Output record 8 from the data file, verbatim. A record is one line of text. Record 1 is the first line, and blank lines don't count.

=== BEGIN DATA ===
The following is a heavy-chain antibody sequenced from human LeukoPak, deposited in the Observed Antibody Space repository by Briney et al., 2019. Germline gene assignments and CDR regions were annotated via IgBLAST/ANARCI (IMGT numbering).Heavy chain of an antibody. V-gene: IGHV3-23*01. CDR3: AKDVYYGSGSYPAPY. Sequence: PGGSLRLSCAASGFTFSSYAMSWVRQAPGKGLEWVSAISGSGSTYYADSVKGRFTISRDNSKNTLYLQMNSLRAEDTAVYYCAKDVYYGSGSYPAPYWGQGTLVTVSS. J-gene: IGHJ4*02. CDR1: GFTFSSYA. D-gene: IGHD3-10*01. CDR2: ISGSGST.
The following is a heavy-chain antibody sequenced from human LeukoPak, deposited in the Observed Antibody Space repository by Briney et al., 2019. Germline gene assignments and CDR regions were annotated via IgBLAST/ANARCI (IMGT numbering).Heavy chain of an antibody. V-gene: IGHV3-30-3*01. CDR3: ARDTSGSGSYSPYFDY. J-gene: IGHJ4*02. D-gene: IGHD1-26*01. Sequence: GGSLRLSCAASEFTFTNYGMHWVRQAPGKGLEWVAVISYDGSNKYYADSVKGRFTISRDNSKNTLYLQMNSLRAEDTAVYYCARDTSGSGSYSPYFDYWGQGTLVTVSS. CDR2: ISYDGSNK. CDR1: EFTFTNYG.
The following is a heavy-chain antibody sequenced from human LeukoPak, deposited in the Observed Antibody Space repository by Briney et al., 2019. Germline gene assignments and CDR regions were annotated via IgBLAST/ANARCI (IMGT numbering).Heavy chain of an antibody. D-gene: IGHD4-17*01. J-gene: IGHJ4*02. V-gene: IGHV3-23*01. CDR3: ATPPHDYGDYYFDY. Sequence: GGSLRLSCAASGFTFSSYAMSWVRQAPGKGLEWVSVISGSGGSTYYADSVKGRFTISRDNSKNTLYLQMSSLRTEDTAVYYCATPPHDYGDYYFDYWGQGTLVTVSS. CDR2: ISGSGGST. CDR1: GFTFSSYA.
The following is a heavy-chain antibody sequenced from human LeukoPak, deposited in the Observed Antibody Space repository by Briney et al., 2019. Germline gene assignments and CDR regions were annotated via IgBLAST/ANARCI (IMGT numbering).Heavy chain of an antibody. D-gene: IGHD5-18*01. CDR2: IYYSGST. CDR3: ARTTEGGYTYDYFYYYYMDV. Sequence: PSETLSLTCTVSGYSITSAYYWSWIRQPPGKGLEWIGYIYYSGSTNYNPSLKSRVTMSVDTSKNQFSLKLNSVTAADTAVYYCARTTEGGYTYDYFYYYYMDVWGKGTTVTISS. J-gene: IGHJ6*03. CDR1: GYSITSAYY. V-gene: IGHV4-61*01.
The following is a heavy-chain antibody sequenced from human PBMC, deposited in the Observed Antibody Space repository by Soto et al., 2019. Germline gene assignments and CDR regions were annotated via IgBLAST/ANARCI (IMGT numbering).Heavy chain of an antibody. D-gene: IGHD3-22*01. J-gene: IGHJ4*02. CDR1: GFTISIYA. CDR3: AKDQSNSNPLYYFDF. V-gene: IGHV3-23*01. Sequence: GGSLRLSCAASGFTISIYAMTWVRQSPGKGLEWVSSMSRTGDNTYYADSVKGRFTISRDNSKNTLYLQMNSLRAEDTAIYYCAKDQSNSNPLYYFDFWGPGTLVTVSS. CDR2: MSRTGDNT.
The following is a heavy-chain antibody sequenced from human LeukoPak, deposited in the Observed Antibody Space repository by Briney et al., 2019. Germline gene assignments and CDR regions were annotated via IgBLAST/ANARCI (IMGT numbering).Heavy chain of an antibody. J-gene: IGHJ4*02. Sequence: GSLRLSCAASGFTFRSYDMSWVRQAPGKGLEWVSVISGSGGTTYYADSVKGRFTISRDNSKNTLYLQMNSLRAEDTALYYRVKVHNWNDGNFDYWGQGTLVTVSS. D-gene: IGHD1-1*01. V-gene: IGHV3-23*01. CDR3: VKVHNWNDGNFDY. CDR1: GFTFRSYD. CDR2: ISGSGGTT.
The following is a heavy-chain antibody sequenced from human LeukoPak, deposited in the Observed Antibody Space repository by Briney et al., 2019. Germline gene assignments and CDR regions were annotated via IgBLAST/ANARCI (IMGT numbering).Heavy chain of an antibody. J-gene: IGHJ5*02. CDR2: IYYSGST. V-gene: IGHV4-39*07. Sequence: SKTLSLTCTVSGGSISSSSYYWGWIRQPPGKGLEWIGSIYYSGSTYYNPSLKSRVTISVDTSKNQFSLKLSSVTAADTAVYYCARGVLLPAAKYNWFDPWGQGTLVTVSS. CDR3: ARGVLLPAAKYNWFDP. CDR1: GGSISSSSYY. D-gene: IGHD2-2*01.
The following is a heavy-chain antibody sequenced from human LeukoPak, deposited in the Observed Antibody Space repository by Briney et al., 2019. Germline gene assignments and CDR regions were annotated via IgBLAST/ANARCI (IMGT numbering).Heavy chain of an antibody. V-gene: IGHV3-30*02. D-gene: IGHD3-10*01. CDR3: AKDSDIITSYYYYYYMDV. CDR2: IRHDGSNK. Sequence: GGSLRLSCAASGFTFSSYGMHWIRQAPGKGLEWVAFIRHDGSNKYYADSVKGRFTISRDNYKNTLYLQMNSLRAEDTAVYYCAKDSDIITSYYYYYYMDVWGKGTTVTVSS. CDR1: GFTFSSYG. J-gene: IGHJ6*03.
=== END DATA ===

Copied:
The following is a heavy-chain antibody sequenced from human LeukoPak, deposited in the Observed Antibody Space repository by Briney et al., 2019. Germline gene assignments and CDR regions were annotated via IgBLAST/ANARCI (IMGT numbering).Heavy chain of an antibody. V-gene: IGHV3-30*02. D-gene: IGHD3-10*01. CDR3: AKDSDIITSYYYYYYMDV. CDR2: IRHDGSNK. Sequence: GGSLRLSCAASGFTFSSYGMHWIRQAPGKGLEWVAFIRHDGSNKYYADSVKGRFTISRDNYKNTLYLQMNSLRAEDTAVYYCAKDSDIITSYYYYYYMDVWGKGTTVTVSS. CDR1: GFTFSSYG. J-gene: IGHJ6*03.